I’m so glad that God allowed him his first and only hunting triumph last spring before his senility set in.  Last April, I saw him proudly carrying around what I thought was a stuffed toy near the shed.   When I got closer, I realized it was a real rabbit in his mouth.  I was able to get him to release easily the stiff carcass from his limited teeth.  After studying it, I determined that Clayton didn’t kill this creature, but he must have found a dead body.   And although I surmised that this bunny died from natural causes days before, I pet my little hunter’s head, congratulating him on his big conquest. 

Clayton and my garden in their first year

Clayton has been here since the beginning of my garden pursuits.  Even when he was too little to get off the front porch, he would watch and bark from above while I mowed my first pathetic lawn.   Once he was bigger and the garden was fenced in, Clayton would explore the property for hours each time he went outside.  He was always busy.  He made me feel guilty every time I sat by the pool for a few minutes.  Sometimes you could hear barking in the distance or you would see him pop out of a perennial border near where I was sitting then quickly dart back into another planting bed.  While there were plenty of grassy paths throughout the garden, he had his own secret highway to get around.  Through the ferns, shrubs, and ornamental grasses he could get to the back garden without ever being seen.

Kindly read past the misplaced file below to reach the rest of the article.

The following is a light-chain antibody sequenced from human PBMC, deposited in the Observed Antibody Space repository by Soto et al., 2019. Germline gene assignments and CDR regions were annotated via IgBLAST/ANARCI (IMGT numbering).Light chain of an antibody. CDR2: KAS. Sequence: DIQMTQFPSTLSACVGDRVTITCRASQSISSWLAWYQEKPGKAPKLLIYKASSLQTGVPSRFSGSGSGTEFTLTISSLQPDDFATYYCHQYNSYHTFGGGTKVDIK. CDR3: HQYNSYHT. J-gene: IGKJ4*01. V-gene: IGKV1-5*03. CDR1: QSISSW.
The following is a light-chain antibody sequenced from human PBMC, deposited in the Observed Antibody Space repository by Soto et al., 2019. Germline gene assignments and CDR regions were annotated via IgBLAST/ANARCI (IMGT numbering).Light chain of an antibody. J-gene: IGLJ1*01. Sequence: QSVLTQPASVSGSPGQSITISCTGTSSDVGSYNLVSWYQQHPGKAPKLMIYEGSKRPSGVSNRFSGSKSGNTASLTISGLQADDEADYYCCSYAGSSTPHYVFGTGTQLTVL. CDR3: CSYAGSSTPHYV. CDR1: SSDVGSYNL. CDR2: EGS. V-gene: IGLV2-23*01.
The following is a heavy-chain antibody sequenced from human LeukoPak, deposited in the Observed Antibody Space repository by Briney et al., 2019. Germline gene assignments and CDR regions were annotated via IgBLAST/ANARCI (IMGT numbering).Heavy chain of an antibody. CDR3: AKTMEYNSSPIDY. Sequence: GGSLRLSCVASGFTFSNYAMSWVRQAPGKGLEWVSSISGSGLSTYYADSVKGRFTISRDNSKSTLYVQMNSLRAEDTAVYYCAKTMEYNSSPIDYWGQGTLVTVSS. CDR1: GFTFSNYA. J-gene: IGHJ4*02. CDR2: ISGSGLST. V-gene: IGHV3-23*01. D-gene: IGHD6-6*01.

Up until this past year, his hearing was amazing.  He would start barking as soon as he heard a friend or delivery driving up on the gravel drive.  Even when I was busy gardening in the back, I always knew when we had guests.  He usually beat me to the car park, barking and wagging his tail at the new arrival.  Everyone got the same enthusiastic greeting to his garden.

I give Clayton credit for teaching me a few important garden truths.  Plants are much tougher than I originally thought, surviving even after being trampled or dug up by an overactive terrier.  He also taught me that the garden should be enjoyed even when the plantings aren’t perfect or when weather isn’t ideal.  

It is going to be sad and lonely outside this summer without my little garden buddy.  But I will try to keep the garden going this season, if not for me, in remembrance of Clayton.

Taking an infrequent rest on top of the cooling grass

A bit tired last year from watching me plant all the containers